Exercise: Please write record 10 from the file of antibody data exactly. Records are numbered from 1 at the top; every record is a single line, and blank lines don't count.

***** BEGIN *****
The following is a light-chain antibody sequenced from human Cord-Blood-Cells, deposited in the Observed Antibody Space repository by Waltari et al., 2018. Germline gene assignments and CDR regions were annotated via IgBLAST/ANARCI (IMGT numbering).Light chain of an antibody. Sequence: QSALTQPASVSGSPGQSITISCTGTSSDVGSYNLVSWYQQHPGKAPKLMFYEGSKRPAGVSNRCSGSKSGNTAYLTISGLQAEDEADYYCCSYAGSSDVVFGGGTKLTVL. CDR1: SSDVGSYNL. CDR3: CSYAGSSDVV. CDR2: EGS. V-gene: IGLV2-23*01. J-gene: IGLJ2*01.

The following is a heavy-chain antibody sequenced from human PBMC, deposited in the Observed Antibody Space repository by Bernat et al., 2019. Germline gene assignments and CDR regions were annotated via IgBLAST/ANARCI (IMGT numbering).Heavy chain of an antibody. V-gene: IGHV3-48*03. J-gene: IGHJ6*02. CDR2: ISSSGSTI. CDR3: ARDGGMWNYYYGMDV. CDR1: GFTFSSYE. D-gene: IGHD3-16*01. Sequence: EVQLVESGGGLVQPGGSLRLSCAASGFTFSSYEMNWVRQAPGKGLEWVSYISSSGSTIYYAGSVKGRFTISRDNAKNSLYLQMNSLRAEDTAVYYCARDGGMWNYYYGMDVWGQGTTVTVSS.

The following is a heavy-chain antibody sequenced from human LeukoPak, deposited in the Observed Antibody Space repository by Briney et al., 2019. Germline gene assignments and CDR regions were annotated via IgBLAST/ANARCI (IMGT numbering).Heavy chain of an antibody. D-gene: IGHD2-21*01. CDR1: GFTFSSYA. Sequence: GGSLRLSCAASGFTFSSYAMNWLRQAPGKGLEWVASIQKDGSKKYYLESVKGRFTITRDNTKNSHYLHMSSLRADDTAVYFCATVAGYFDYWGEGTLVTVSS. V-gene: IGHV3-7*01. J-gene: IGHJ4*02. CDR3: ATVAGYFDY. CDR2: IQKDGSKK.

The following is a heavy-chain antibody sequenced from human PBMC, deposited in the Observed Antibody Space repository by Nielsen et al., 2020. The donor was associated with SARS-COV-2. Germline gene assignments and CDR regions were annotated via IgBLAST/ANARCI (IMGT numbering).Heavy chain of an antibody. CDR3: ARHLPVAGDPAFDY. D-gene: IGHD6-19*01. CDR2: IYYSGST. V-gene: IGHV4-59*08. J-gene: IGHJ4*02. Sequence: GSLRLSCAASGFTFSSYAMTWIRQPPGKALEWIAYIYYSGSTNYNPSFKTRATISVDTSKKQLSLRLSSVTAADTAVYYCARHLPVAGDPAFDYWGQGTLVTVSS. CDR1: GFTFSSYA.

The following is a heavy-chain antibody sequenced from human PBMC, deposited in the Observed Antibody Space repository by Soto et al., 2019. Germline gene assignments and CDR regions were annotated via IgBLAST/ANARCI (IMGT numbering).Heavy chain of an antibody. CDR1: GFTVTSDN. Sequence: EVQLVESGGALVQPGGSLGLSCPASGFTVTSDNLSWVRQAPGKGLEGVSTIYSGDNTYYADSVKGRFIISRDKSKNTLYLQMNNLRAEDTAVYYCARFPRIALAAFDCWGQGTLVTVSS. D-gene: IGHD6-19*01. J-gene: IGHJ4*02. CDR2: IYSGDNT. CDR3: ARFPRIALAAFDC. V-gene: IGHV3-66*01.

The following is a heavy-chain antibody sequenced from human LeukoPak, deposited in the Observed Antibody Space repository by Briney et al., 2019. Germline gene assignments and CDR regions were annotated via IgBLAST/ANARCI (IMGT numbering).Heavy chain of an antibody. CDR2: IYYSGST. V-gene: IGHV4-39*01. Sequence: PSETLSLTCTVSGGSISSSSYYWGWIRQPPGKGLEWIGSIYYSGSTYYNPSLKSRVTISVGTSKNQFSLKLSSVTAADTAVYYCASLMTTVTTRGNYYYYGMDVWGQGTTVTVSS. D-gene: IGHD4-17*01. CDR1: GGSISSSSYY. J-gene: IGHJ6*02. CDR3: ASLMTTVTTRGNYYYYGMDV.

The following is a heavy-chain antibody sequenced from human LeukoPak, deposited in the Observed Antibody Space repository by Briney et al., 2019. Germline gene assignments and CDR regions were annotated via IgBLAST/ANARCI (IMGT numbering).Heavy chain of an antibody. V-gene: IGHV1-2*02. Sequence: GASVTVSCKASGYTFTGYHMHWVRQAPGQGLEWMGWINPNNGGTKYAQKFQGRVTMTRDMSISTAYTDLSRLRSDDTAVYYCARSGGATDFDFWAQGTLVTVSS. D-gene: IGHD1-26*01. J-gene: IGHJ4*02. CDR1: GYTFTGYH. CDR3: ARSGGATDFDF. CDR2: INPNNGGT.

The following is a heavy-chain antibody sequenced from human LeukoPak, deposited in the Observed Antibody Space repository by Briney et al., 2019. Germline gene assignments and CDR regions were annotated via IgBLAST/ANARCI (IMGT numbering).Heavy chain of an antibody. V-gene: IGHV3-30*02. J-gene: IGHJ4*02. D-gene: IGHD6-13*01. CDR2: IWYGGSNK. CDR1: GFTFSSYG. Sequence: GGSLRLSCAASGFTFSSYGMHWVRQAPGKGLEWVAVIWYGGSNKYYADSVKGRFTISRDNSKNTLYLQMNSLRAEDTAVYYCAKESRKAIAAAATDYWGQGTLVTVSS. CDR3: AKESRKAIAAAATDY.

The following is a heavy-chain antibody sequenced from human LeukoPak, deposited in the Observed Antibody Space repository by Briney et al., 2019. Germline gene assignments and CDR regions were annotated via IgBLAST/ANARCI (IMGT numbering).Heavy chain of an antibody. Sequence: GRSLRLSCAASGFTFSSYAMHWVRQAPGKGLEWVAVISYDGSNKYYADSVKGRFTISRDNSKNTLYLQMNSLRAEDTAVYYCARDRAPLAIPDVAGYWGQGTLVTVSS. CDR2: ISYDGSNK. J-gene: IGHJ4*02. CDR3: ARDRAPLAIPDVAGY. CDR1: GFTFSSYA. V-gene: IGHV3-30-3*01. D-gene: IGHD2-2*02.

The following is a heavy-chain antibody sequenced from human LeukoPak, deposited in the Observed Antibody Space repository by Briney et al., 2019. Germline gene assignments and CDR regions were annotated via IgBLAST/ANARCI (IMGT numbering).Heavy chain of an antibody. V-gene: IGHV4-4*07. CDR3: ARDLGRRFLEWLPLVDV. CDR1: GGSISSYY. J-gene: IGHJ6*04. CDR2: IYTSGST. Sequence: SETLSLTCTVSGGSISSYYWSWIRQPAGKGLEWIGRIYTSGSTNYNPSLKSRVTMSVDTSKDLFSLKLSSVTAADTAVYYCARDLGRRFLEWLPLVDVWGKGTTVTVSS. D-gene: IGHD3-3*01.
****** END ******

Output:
The following is a heavy-chain antibody sequenced from human LeukoPak, deposited in the Observed Antibody Space repository by Briney et al., 2019. Germline gene assignments and CDR regions were annotated via IgBLAST/ANARCI (IMGT numbering).Heavy chain of an antibody. V-gene: IGHV4-4*07. CDR3: ARDLGRRFLEWLPLVDV. CDR1: GGSISSYY. J-gene: IGHJ6*04. CDR2: IYTSGST. Sequence: SETLSLTCTVSGGSISSYYWSWIRQPAGKGLEWIGRIYTSGSTNYNPSLKSRVTMSVDTSKDLFSLKLSSVTAADTAVYYCARDLGRRFLEWLPLVDVWGKGTTVTVSS. D-gene: IGHD3-3*01.